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Prisoner Education Guide

Articles by David Reutter

South Carolina’s Treatment of Mentally Ill Unconstitutional

by David M. Reutter

A South Carolina Court of Common Pleas found the South Carolina Department of Corrections’ (SCDC) “mental health system exposes seriously mentally ill inmates to a substantial risk of serious harm.”

The court began its order by stating that of the 70,000 cases that has come before it over 14years, “[t]his case, far above all others, is most troubling.”  The class action before it was “brought on behalf of approximately 3,500 state inmates who meet the definition of being seriously mentally ill.”

The court made six threshold findings.  First, the mental health program at SCDC is severely understaffed, particularly with respect to mental health professionals, to such a degree as to impede the proper administration of mental health services.  Second, seriously mentally ill prisoners are exposed to a disproportionate use of force and solitary confinement when compared with non-mentally Ill prisoners.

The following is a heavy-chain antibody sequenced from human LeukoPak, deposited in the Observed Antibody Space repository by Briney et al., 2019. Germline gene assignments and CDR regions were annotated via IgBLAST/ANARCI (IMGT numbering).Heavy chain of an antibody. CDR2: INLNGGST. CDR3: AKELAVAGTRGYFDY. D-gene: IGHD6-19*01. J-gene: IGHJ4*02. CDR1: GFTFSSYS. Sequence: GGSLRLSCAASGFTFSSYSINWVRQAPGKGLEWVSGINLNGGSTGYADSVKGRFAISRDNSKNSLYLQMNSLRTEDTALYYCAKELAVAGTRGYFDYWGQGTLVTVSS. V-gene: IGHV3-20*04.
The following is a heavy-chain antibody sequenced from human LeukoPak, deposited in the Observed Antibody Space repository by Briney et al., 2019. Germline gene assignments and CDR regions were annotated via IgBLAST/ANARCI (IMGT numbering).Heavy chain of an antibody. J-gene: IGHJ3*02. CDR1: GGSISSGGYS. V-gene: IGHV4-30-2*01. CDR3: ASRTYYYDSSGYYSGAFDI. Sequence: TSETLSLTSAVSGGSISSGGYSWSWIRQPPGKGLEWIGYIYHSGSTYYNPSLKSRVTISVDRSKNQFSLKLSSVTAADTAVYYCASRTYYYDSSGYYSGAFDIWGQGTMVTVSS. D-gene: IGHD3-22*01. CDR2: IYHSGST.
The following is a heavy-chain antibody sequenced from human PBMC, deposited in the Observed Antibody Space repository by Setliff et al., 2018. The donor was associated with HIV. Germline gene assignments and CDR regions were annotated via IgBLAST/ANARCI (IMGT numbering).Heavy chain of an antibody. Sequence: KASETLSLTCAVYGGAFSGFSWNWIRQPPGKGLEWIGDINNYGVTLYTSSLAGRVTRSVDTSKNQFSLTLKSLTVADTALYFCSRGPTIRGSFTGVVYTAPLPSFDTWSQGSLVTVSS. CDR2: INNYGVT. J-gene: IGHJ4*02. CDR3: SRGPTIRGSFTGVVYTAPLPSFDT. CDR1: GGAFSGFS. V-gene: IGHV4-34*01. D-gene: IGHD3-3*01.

Third, mental health services at SCDC lack a sufficiently systematic program that maintains accurate and complete treatment records to chart overall treatment, progress or repression of prisoners with mental illness.  Fourth, SCDC’s screening and evaluation process is ineffective in identifying prisoners with serious mental illness and ...

Illinois Prisoner Granted Transfer in Injunctive Relief in Rare Ruling

by David Reutter

The U.S. Southern District Court of Illinois granted a preliminary injunction for prisoner Calvin Mitchell as failed against Correctional Officer Stephen Baker and Warden Kim Butler. The order required that Mitchell be transferred away from the Menard Correctional Center for protection against Baker's threats and assaults against Mitchell, in violation of Eighth and Fourteenth Amendment constitutional protections.